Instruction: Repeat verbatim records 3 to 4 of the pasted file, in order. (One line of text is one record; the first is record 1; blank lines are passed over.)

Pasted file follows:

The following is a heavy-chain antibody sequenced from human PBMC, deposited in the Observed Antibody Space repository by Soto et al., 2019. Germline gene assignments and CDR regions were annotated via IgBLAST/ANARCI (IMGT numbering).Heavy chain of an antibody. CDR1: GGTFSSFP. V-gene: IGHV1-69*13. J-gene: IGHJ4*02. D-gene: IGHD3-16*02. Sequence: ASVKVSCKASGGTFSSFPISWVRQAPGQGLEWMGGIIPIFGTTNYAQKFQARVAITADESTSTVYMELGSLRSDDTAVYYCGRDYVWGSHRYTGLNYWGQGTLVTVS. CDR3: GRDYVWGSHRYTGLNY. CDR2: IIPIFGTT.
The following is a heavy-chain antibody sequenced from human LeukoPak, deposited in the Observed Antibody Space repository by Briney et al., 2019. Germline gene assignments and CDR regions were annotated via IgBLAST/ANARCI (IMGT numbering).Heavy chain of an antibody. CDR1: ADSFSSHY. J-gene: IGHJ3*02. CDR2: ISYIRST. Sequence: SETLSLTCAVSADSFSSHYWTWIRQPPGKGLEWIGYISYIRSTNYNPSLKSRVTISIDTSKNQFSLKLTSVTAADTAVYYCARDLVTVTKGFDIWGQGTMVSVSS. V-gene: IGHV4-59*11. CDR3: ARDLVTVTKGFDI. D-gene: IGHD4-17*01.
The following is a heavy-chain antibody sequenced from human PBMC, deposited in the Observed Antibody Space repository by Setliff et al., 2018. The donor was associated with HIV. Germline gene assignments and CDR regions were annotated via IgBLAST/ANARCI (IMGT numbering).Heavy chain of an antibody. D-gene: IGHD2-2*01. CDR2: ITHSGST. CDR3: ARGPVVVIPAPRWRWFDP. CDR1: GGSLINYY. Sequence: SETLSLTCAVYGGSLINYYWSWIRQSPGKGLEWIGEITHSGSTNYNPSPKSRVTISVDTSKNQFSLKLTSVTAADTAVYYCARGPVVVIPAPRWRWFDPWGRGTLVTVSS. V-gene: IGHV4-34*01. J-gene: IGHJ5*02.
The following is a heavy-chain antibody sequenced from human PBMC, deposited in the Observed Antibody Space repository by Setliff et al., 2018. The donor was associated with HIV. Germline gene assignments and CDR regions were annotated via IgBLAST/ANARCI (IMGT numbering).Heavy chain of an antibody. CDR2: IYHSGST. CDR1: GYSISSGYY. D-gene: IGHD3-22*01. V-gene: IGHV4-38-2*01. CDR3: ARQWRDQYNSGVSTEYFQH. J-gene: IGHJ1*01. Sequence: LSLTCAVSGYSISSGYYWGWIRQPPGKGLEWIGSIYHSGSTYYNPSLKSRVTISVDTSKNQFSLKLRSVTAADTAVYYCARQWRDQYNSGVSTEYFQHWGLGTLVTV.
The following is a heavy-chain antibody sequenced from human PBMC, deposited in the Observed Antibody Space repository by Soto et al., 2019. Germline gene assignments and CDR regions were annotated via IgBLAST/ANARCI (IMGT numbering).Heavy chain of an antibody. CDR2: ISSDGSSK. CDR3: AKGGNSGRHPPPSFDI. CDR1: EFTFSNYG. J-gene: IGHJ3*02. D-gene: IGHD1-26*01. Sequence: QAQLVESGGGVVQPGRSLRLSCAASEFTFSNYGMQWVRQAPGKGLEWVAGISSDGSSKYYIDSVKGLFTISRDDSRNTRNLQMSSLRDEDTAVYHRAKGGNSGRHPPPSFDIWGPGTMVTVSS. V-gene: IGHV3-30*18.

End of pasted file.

The following is a heavy-chain antibody sequenced from human PBMC, deposited in the Observed Antibody Space repository by Setliff et al., 2018. The donor was associated with HIV. Germline gene assignments and CDR regions were annotated via IgBLAST/ANARCI (IMGT numbering).Heavy chain of an antibody. D-gene: IGHD2-2*01. CDR2: ITHSGST. CDR3: ARGPVVVIPAPRWRWFDP. CDR1: GGSLINYY. Sequence: SETLSLTCAVYGGSLINYYWSWIRQSPGKGLEWIGEITHSGSTNYNPSPKSRVTISVDTSKNQFSLKLTSVTAADTAVYYCARGPVVVIPAPRWRWFDPWGRGTLVTVSS. V-gene: IGHV4-34*01. J-gene: IGHJ5*02.
The following is a heavy-chain antibody sequenced from human PBMC, deposited in the Observed Antibody Space repository by Setliff et al., 2018. The donor was associated with HIV. Germline gene assignments and CDR regions were annotated via IgBLAST/ANARCI (IMGT numbering).Heavy chain of an antibody. CDR2: IYHSGST. CDR1: GYSISSGYY. D-gene: IGHD3-22*01. V-gene: IGHV4-38-2*01. CDR3: ARQWRDQYNSGVSTEYFQH. J-gene: IGHJ1*01. Sequence: LSLTCAVSGYSISSGYYWGWIRQPPGKGLEWIGSIYHSGSTYYNPSLKSRVTISVDTSKNQFSLKLRSVTAADTAVYYCARQWRDQYNSGVSTEYFQHWGLGTLVTV.